Dental Tips Blog


Sugary Drinks – Bad News For Your Teeth

Posted in Root Canals

The news is full of problems about eating too much sugar and too many sweet foods.  Obesity levels are at record highs in the United States, and there is a greater incidence of diabetes mellitus in the United States than ever before.  Another common problem seen with eating and consuming too many sweet and sugary foods is the damage it does to your teeth.

One of the problems with sugary or sweet foods is that they have little to no nutritional value. So, while drinking that soda that is full of sugar may taste good, it does not fill you up or give your body the nutrients it needs to survive and thrive.  This lack of nutritional value is what leads to the common problems mentioned above.

Many wonder what the relationship is between sugary drinks and cavities. When sugary or sweet things are eaten, a small amount remains in your mouth all the time. These bacteria that cause plaque thrive on this sugar in your mouth. In time, the plaque allows for an increased amount of acid to be made in your mouth, and this is what causes the tooth decay and leads to the need for dental resorations such as fillings, crowns, root canals, and even tooth replacement in severe cases.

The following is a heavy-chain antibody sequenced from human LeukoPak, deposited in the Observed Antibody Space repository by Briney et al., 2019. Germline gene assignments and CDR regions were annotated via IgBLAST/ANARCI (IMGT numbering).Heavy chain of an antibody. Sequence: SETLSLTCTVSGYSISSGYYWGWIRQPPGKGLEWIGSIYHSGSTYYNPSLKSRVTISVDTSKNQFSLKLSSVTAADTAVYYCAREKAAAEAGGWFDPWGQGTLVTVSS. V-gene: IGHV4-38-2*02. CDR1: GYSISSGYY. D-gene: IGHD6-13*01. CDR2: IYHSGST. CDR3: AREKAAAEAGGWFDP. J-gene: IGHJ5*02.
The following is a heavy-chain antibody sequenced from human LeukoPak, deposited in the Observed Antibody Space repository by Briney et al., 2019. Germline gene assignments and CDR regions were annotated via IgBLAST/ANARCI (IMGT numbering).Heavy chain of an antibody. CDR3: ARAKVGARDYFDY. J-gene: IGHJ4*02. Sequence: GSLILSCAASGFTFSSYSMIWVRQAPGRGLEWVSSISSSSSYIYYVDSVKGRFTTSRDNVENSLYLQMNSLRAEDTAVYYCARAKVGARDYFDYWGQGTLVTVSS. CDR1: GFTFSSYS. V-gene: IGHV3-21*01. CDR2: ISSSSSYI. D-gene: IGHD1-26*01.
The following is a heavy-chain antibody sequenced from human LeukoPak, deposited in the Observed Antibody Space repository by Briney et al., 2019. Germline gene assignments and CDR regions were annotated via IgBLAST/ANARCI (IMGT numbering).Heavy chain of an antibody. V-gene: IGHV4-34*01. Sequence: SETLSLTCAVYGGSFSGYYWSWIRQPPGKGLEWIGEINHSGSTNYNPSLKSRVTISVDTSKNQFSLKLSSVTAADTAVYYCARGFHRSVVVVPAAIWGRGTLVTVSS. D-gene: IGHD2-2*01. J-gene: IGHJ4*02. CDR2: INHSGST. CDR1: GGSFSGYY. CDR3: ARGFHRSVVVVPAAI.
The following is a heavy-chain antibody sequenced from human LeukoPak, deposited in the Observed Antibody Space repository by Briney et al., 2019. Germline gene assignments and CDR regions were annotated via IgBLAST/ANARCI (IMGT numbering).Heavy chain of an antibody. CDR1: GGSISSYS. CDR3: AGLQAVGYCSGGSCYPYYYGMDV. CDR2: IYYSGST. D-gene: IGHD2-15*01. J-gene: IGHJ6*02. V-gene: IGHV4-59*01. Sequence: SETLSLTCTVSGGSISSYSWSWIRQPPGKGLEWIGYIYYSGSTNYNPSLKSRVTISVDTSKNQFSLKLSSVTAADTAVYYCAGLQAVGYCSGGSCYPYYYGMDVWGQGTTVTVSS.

One of the easiest ways to limit tooth decay is to limit the amount of sweets and sugar you consume each day. If you are going to eat candy, or drink sugary drinks, try to brush immediately after to limit the damage to your teeth.  If possible, limit the drinks you consume that are high in sugar.  Become a label buff, and read the back of packages and food labels to find out how much sugar is in things.

The healthier you are, the healthier your teeth are.

Most Popular

Tori, Exostosis, and Extra Bone Formation in the Mouth

A fairly common occurrence in the mouth is the existence of extra bone development along the outside or inside of the jawline near the teeth, or in the roof of…

Difference Between Conscious and Unconscious Sedation

Sedation dentistry is a wonderful option for many people who would not or cannot tolerate dentistry in a traditional dental setting.   Many people have a fear of visiting the dentist,…

Lingual Frenectomy versus Lingual Frenuloplasty

Lingual frenectomy and lingual frenuloplasty are both dental procedures used to correct a condition called ankyloglossia. Ankylogloassia, more commonly known as ‘tied tongue’, is an abnormality of the lingual frenulum….